Rated: PG-13 for sequences of intense sci-fi action and violence throughout, and brief suggestive content. Reviewed by: Jim Release date: May 2, 2013 Released by: Walt Disney Pictures
A Marvel Comics superhero franchise generates more excitement (not just in some huge set-pieces like a midair plane rescue) in its third installment and even entertains after a lengthy closing credit scroll for some amusing couch time.
Director/co-writer Shane Black and Robert Downey, Jr. are back together in fine form after their 2005 self-consciously gregarious neo-noir Kiss Kiss Bang Bang in a crackling action blockbuster Iron Man 3 that isn't really diminished by the ever so common 3D format. The story picks up right after the cataclysmic events of the consistently proficient Marvel's The Avengers and ends up nearly rivaling the origin tale helmed by Jon Favreau (back as chauffeur Happy Hogan who gets injured in one of the film's most unnerving, timely 'Boston Strong' scenes).
While Black (a scenarist for The Last Boy Scout and Lethal Weapon) may not have the expertise or finesse as a director in the genre, he knows how to combat the grandiose spectacles into something personal with a human touch. Younger audiences will dig the advances in the suit of super rich military contractor Tony Stark (Downey, Jr.) but the key here is how the character is able to be invigorated outside of it.
Taking his mind off of his calling (with the government having their 'Iron Patriot') has brought on nightmares and panic attacks leading to troubles with partner/paramour Pepper Potts (Gwyneth Paltrow). The sinister, enigmatic multimedia manipulator (with roots from the comics) known as The Mandarin (Ben Kingsley) has the U.S. reeling from "a season of terror" taking on Tony's foolish challenge that leads to sudden relocation and rebuilding with the help of patriotic James "Rhodey" Rhodes (Don Cheadle). Also, Tony's old girlfriend Maya Hansen (Rebecca Hall) a savvy bio-scientist and rival genius scientist Aldrich Killian (Guy Pearce) with 'Extremis' ideas from a pre-millennium prologue turn up to bring more incendiary conflict to the table.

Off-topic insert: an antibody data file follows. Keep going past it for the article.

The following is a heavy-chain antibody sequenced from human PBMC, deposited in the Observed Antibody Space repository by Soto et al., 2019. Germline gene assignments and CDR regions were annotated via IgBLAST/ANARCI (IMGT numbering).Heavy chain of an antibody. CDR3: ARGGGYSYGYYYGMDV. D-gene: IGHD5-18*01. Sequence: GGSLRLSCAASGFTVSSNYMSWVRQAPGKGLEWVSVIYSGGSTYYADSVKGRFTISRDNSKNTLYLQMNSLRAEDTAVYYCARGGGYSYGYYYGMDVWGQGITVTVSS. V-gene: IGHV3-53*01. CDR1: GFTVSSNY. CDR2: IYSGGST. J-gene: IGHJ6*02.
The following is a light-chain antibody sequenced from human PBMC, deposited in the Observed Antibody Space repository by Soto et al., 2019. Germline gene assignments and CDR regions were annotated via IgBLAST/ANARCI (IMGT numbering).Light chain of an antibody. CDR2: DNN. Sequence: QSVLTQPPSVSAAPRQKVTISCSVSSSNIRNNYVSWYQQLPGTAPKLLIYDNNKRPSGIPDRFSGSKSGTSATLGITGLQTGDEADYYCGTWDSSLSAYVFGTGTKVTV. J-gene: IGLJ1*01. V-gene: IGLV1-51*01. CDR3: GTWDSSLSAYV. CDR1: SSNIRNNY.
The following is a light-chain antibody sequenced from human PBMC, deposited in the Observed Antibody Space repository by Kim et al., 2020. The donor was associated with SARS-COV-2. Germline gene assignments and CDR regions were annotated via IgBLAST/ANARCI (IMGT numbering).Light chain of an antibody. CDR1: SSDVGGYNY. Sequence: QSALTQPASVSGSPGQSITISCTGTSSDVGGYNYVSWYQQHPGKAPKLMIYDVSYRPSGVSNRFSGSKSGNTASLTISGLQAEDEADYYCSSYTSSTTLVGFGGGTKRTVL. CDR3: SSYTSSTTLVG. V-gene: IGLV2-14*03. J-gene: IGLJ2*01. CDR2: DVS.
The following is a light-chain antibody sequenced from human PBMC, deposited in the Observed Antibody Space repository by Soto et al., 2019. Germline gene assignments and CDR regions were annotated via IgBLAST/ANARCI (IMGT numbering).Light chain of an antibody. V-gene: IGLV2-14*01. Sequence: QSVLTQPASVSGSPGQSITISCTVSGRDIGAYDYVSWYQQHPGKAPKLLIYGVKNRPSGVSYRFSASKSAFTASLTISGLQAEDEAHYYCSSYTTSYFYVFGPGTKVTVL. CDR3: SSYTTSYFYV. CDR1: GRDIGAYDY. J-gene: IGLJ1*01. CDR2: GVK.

What Downey, Jr. does with Stark's ultra-cool snideness and smug cockiness even in taunting fashion is an effortless tour-de-force that lends itself to the high-tech jargon and wry banter before segueing into a nifty special f/x demonstration. A scene showing what occurs at a cliffside mansion is just one of the highlights, along with a climactic oil rig explosion.
The spry snappy line readings produced by Black and Drew Pearce and eye-popping gadgetry (holograms and command call armor suits as examples of the aforementioned to even possibly broaden its demographic) is a decent template that Downey and his costars latch onto. Stark/Iron Man's scenes with Paltrow (though an imperiled Pepper may be too limited and presented in square fashion) and Cheadle's fellow ironclad superhero 'War Machine' acerbically enliven and are more rooted in character, particular as the action pivots off of Tony's disquietude. An unexpectedly ally comes by way of a preteen, a convincing, but not precocious Ty Simpkins as Harley.
Pearce (working a fine attractive, venomous duality here) and a quirky Hall comfortably fit into the zillionaire/globe contractor's milieu and there are minions (James Badge Dale, Stephanie Szostak) under The Mandarin not of the garden-variety nature when it comes to certain techniques of preservation. It's the well-adorned Kingsley who provides an impudence to his scene-stealing significant role that mainstream audiences may easily favor over Javier Bardem's uncomfortably charismatic, less theatrical and vengeful Silva from the recent 007 foray Skyfall.
Iron Man 3 isn't afraid to be blithe or open up wounds in ways that retains the human element while not cranking up Power Rangers or Transformers bombast. A thrillingly fluid, lavishly mounted summer blockbuster is often keen to how a franchise can be refreshingly refitted (though it's uncertain about this being the swan-song) even if it's inexorably linked to more Marvel-ous conflicted heroes and their sagas.
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